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Dalton State College

August 4, 2012

Ingle makes use of hustle and humor

Turn your calendars back to early 1973 at a time that the Dalton Junior College men’s basketball team was running rampant against nearly all opponents.

A Roadrunner had just gone crashing into the stands for a loose ball, which caused a woman to scream, “Tony, don’t do that. You’re going to kill yourself!”

She directed her concern for safety toward guard Tony Ingle, who always played fearlessly.

That particular game in Birmingham, Ala., matched the Georgia Junior College Athletic Association champion Roadrunners against Alabama’s title-winners. The reward was a berth in the annual National Junior College Tournament in Hutchinson, Kan.

But for Ingle, it wouldn’t have mattered if it was a team scrimmage. That total effort every minute personified him.

When Ingle graduated from North Whitfield High, he had exactly one college basketball offer — to Dalton Junior College. Despite an excellent prep career, scouts looked at his mere 5-foot-9-inch frame. He also seemed a little slow.

“Tony had the natural ability to get people to follow him,” said his former North Whitfield coach, Brady Creel, while attending Thursday’s news conference that officially welcomed Ingle as coach of the relaunched basketball program at Dalton State College — formerly DJC.

“As the point guard, everybody wanted to be on his side. For the last three years, he was my point guard. We won more games each year, winning 21 the last year.”

Roadrunners coach Melvyn Ottinger obviously saw something good in him, too. On the other hand, some people wondered if Ingle had been recruited as a token local performer to appease area backers.

Ingle did not disappoint while proving many rival coaches wrong. He was a part of two Roadrunners’ squads that won back-to-back GJCAA crowns and advanced to national tourneys.

During both seasons, the little dynamo earned Best Hustle accolades as voted by teammates. He served as captain in his final season.

“Nobody else even got a vote,” Ottinger said with a shrug. “That was not a surprise.”

As a freshman, Ingle was a part of the second unit known as Coleman’s Commandos. The name alluded to assistant coach Dick Coleman.

“In that undefeated regular season, our Commandos were the only team to beat the first team,” Coleman proudly pointed out. “Tony was a big part of it as the leader. I know that he got into a couple of fights. He wasn’t afraid of anybody.”

As a sophomore, Ingle injured his knee in the national tournament.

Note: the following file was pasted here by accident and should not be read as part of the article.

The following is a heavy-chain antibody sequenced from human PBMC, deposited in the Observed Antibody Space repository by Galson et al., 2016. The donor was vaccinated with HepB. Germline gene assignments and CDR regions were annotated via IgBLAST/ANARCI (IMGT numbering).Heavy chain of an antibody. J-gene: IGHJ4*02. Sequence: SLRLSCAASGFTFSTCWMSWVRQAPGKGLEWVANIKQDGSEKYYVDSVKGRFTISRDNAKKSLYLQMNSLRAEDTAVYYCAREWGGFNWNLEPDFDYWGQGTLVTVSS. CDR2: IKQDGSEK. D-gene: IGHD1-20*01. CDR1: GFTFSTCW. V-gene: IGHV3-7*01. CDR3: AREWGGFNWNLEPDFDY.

“It’s one of the worst knee injuries that I’ve ever seen,” Coleman said. “He was convinced that he could still play. That was his competitiveness, though it finished his career.”

Ingle proved long ago that he could coach basketball at both the high school and college levels — in fact, he achieved one of his major goals in winning an NCAA Division II championship at Kennesaw State University in 2004. There also is his rare flair of motivation.

During his earlier head coaching days at Southeast Whitfield High, I covered his team’s home game from behind the Raiders’ bench against county rival Northwest Whitfield. The exciting game went into overtime.

Despite what should have been a tense atmosphere, I could hear giggles several times from the Raiders’ sideline during timeouts. Ingle uncharacteristically addressed the team while sitting on the bench.

After the game, it was disclosed that Ingle had split the back of his pants while leaping off the bench. His wife, Jeanne — who, as the team’s scorekeeper, kept close tabs on Ingle — immediately noticed the problem.

She instructed assistant coach Mike Wade to make sure her husband did not exit the bench before the clash ended. At 6-4, Wade was big enough to handle the assignment.

I do not even remember which team won. In either case, it probably was a victory for his wife, who averted trouble.

Ingle, who has been a humorist/motivational speaker, always seemed to have a bit of Barnum and Bailey in him as a promoter. His five sons, who were known as the Golden Nuggets, performed nationally at various venues, including NBA arenas, with their ballhandling skills.

Years ago, Ingle told me that his primary goal was to coach in the NBA. He certainly has made connections — such as former Atlanta Hawks coaches Mike Fratello and Hubie Brown, who is now considered by many to be the premier NBA television analyst.

From the major college standpoint, Ingle was the founder and executive director of the John and Nellie Wooden Awards for five years. He had a close friendship with the late legendary UCLA men’s basketball coach, who won 10 national championships.

Ingle does seem better suited for the college game, where he can more easily mold lives in a positive way. That can be quite difficult in the NBA, where players often are making more money than their bosses, the coaches.

Dalton State athletic director Derek Waugh hit a home run with the hiring of Ingle, who obviously can coach and recruit. He will be a tremendous asset to his home community, which he dearly loves.

As somebody who has admired Tony Ingle now for some 40 years, I also appreciate the man for his focus on faith, family and integrity.

Won’t it be fun in the 2013-14 basketball season to watch Roadrunners basketball games return to town after a 34-year absence?

Doug Hawley is a former sports editor of The Daily Citizen. You can write to him at dhawley@optilink.us.

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